In 2015 we will see these apps become available on and synchronize across your different devices. I predict it is only a matter of time before communication services like WhatsApp and Viber synchronize your messages or communications across your devices so that you can continue a conversation on your tablet that you started on your smartphone. Additionally, the more intuitive nature of using different “tools” (i.e., apps) having distinct privacy settings for different forms of communication is in some ways more intuitive and understandable than managing various different groups and privacy settings for different features within a single app interface.

The most transformative technology revolution of 2015 will occur behind the curtains. We’ll see a return to peer-to-peer networking that will result in major technological changes on how and where data is processed by servers. This will help address users’ concerns about knowing whether their communications are being stored by a corporation or government, and to make their communication data faster and more reliable.

Specifically, increasing technological improvement and adoption of decentralized, peer-to-peer technologies in 2015 will replace cloud computing as the preferred means for making personal communication like texting and sharing photos and videos with friends and family more private. This transition from the cloud to peer-to-peer may initially be mediated by “hybrid” cloud networking and peer-to-peer solutions envisioned by companies like Space Monkey, but in time, these will be completely peer-to-peer, advancing beyond what popular products like BitTorrent and Bitcoin have made possible today. Peer-to-peer solutions would address certain limitations and concerns with the cloud, namely data security (e.g., all your communications are not in any one place ready to be stolen), access speed, and availability (e.g., where a hurricane knocks out a data center and renders websites and apps wholly unavailable for use).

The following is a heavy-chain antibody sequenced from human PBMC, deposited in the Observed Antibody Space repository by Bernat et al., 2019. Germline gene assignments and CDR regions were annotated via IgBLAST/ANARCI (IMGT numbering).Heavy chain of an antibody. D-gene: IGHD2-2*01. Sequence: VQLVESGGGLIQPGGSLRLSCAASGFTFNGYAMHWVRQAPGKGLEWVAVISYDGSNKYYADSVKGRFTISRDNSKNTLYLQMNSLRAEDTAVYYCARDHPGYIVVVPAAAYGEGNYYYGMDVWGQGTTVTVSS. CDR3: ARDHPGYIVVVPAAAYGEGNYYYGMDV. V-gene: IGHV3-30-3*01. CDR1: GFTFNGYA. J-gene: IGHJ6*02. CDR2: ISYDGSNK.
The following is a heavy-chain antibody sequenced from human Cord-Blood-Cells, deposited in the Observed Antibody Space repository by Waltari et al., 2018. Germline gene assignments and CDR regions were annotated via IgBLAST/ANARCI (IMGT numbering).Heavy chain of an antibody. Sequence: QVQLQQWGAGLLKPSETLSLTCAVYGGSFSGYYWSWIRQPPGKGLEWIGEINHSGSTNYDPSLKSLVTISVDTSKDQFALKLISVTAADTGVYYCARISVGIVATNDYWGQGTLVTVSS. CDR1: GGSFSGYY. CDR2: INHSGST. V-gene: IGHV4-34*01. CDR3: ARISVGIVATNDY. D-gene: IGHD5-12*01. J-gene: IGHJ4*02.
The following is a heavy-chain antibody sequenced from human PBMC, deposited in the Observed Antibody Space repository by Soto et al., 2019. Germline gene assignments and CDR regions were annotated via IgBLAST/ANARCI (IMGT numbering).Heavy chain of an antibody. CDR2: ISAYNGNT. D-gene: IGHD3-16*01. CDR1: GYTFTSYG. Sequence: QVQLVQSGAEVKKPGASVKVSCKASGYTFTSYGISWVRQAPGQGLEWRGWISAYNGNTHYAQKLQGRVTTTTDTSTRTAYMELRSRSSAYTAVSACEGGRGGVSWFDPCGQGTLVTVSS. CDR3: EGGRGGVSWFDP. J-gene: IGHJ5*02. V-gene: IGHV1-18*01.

This would not be entirely new as the original intent and architecture of the Internet was fairly decentralized, but it would be a revolution in that the cloud will no longer be the default solution for all of network technologies’ new problems.

In 2015 we’ll either see existing popular personal communication apps transition to a hybrid cloud/peer-to-peer model or solely peer-to-peer back-end process, or more likely we’ll see new apps using peer-to-peer technology replace the currently popular ones. Competition in the mobile app environment due to a low cost of entry will benefit us, the users, in a way that would not be possible if an existing social networking app using soon-to-be outdated technology were the only option.

Ahsan Shaikh is a partner at McDermott Will & Emery. He holds a bachelor’s degree in computer science from UC Berkeley, where he studied cloud and peer-to-peer type networks, and previously worked at networking company Cisco. As part his legal practice, Ahsan regularly meets with leading engineers working on and inventing cutting edge technologies related to social networking, cloud storage, content delivery, user interface software.